Sunday will also be seeing many (and in my opinion, way too much) electronic and DJ-based bands like Kap10Kurt, Mongoloid, Revolver 69 and J-Path. I couldn’t care less about any of them, and I’ll rant about that below.

Among international acts that actually play instruments, rather than diddling computers, The Grates are a fun Aussie band and Kiwi rockers Opshop should also put on an enjoyable show if their rep holds true. Along with Dir En Grey, coming from Japan is Ego-Wrappin’ a jazz fusion band (see what I mean about ‘eclectic’?).

The rest of the Korean line-up looks really good. Although Simple Plan-esque Super Kidd do nothing for me, Kingston Rudieska will be tons of fun, and dub reggae band I+I Djangdon is another great act that along with the aforementioned Kingston Rudieska should get some asses moving. Huckleberry Finn is a K-rock band that I quite like, especially the earlier grungier stuff. While by no means, one of my favourites, funk-fused modern rock band, Serenghetti were entertaining last year at the Busan International Rock Festival and should put out some good energy this year at Pentaport as well.

Perhaps, the most interesting choice this year is The Orgeltanz, a band based out of Korea but compromised mainly of ex-pats. They do a sort of world music/folk/indie fusion complete with Bellydancers. Its nice to see some recognition on these big festivals finally going to ex-pat musicians living in Korea. All in all there are some great acts on Sunday, but it seems really scattershot for a festival that was tight in that aspect last year.


THE BAD: There’s no question that last year Pentaport didn’t do well at the box office, but they did put on a great show. If you went to Pentaport last to see The Deftones you probably enjoyed 60-70% of the festival, there was an excellent balance between diversity and cohesion that seems to be lost on this year’s roster. Furthermore, I hate the fact that there are so many electronic artists and DJ’s at a ROCK festival. Called me old-fashioned but If wanted to go to a club I would, or, I would have gone to the World DJ Festival last year (which I didn’t). If I pay to see a live performance, than I want to see someone play music live, not just ‘in person’. I’m not saying there’s no place for it here, but do it the way Jisan is with the ‘club scene’ acts playing at a special stage after midnight.

For me quite frankly, I think they’ve missed an opportunity to carve out a unique place among Korea’s music festival circuit as a smaller, more affordable and ‘edgier’ festival, especially now that they’re not going ahead on the same weekend as the better connected Jisan Valley Rock Festival.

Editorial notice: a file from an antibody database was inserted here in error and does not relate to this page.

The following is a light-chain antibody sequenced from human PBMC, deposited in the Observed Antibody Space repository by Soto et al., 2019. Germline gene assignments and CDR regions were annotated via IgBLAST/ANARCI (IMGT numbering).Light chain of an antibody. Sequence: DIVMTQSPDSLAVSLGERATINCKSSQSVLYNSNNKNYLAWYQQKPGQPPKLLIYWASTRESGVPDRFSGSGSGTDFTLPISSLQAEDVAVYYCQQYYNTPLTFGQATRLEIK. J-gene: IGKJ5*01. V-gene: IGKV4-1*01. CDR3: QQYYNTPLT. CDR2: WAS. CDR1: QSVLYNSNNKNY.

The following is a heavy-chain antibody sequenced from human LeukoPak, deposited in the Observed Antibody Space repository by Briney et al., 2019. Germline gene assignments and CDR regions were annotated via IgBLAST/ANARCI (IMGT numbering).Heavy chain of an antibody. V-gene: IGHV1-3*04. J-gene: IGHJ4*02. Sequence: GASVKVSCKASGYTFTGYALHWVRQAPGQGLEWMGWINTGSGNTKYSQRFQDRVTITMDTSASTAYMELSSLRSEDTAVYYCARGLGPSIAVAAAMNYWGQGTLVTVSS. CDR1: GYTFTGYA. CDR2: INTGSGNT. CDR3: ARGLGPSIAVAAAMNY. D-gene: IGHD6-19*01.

THE GOOD: I definitely think they’ll get a better draw than last time. Stereophonics, Ian Brown and LCD Soundsystem may not be international household names, but chances are that 90% of the people in Korea that like them will be there, so if you’re one of them you’ll find a lot of fellow fans. They’re all ‘those kinds of bands’. Also while I think the Korean line-up leans a bit too much to the ‘diversity’ side of the scale over  ‘cohesion’, band for band it is a fairly deep line-up (maybe not quite as good as last year, but strong nonetheless).

Pentaport is also reasonably priced. To go for one day costs you W77,000, while 2 and 3-day passes go for W99,000 and W121,000 respectively.  The sharp decline of the per-day cost of one day vs.3 days (for example a one day pass at Jisan is about 50% of a 3 day pass, whereas here a one day is about 2/3 of a 3-day pass) makes me believe that the Pentaport organizers have the same concerns about the disjointedness of the line-up as I do, otherwise why frontload the revenue stream on the one day pass, unless you were counting on the majority of the drawing power coming from people coming to see one band on one day in particular, rather than staying for the whole thing?
Camping prices are also cheaper than Jisan, at W10,000 rather W15,000 a night.
Finally, I’m glad that they’ve changed locations. I was always kind of nonplussed by the old location and I think the move to Dream Park will give Pentaport a fresh face after last year.
So overall, do I recommend it? Yes. Despite any misgivings I may have about the line-up and what I would have liked to have seen them do this year, it is a solid music festival. For ex-pat English teachers reading this, its just affordable enough that you could reasonably do both Pentaport and Jisan festival, sacrificing only a night or two at the bar and I think overall its going to be a fairly good time (and hey, Busan International Rock Festival is just a subway ride away (a long subway ride, mind you) at Daedapo beach and its so free, so might as well hit the trifecta).

See you in Incheon.